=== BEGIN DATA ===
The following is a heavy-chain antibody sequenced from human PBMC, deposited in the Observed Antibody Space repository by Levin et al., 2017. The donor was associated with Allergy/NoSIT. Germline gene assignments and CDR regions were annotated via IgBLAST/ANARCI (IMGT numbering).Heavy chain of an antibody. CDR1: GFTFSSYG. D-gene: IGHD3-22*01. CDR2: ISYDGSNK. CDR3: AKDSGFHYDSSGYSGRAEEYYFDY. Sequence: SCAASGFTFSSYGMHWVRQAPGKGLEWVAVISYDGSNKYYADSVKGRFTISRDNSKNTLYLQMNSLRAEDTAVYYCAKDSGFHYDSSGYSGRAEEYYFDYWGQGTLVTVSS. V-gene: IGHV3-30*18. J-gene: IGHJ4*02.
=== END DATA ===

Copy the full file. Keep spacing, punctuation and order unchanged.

The following is a heavy-chain antibody sequenced from human PBMC, deposited in the Observed Antibody Space repository by Levin et al., 2017. The donor was associated with Allergy/NoSIT. Germline gene assignments and CDR regions were annotated via IgBLAST/ANARCI (IMGT numbering).Heavy chain of an antibody. CDR1: GFTFSSYG. D-gene: IGHD3-22*01. CDR2: ISYDGSNK. CDR3: AKDSGFHYDSSGYSGRAEEYYFDY. Sequence: SCAASGFTFSSYGMHWVRQAPGKGLEWVAVISYDGSNKYYADSVKGRFTISRDNSKNTLYLQMNSLRAEDTAVYYCAKDSGFHYDSSGYSGRAEEYYFDYWGQGTLVTVSS. V-gene: IGHV3-30*18. J-gene: IGHJ4*02.